Jason Aldean reveals what he would change about the controversial “Try That in a Small Town” music video if he gave it another go.
“I would do it over again, every time,” said Aldean of the video in a “CBS Mornings” interview before adding, “minus the setting, knowing what I know now, obviously, you know, knowing that that was gonna be a thing, you know, maybe you look at doing it somewhere else.”
The country singer has previously gone to bat for the song and its accompanying visuals, which feature shots of Aldean performing at the site of the 1927 killing of Henry Choate, a Black teen lynched by a Tennessee mob.
Aldean said he didn’t know about the lynching of Choate at the Maury County Courthouse, and he doesn’t “go back a hundred years and check the history of a place” before a shoot.
“It’s also the place that I go get my car tags every year. It’s my county that I live in,” said Aldean, who claimed you’d be “hard-pressed to find” a Southern small-town courthouse “that hasn’t had some sort of racial issue over the years at some point.”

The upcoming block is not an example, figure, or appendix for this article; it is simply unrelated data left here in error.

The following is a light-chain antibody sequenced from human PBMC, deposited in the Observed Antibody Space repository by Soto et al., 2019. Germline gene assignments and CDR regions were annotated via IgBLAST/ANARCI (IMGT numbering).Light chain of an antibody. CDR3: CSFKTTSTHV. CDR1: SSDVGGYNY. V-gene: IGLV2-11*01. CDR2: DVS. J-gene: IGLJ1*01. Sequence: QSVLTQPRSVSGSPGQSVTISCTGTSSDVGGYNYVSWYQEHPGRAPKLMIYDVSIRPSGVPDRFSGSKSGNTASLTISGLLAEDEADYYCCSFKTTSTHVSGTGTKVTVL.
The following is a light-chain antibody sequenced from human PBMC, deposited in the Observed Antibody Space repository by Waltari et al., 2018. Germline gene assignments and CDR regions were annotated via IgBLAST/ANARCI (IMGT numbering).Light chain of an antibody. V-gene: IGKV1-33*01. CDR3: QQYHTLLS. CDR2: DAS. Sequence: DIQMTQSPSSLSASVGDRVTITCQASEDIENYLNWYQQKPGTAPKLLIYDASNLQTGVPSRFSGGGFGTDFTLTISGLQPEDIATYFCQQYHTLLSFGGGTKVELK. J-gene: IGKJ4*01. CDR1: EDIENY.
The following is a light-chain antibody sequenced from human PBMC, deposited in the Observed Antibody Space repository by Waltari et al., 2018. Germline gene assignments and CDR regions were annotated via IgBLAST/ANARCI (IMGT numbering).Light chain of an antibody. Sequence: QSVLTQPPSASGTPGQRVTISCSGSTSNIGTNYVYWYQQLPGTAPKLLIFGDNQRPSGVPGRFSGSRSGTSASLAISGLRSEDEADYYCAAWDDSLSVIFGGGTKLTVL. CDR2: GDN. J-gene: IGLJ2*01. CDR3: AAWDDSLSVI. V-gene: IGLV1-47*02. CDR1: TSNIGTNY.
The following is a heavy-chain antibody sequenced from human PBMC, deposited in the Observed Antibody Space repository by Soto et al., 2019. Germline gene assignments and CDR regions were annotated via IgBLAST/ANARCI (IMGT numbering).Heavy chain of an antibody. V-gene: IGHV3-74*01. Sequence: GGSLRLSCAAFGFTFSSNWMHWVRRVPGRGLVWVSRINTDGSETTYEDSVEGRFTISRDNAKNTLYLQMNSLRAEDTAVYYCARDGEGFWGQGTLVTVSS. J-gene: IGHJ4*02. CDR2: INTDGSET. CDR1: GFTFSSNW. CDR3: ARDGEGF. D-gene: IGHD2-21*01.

The song, which hit No. 1 on the Billboard Hot 100 chart, also sparked criticism over its lyrics, which include lines such as, “Well, try that in a small town, see how far ya make it down the road” and a warning about crossing “that line.”
Critics have accused the track of being a “pro-lynching song,” while the controversy led to clips of Black Lives Matter demonstrations being edited from the video, which had earlier been pulled from CMT.
Aldean said he knows his “intentions” behind the location, the video and the song before pointing to “people of all color doing stuff in the video.”
He told CBS News’ Jan Crawford, “That’s what I don’t understand. There was white people in there. There was Black people. I mean, this video did not shine light on one specific group and say, ‘That’s the problem.’ And anybody that saw that in the video, then you weren’t looking hard enough in the video, is all I can tell you.”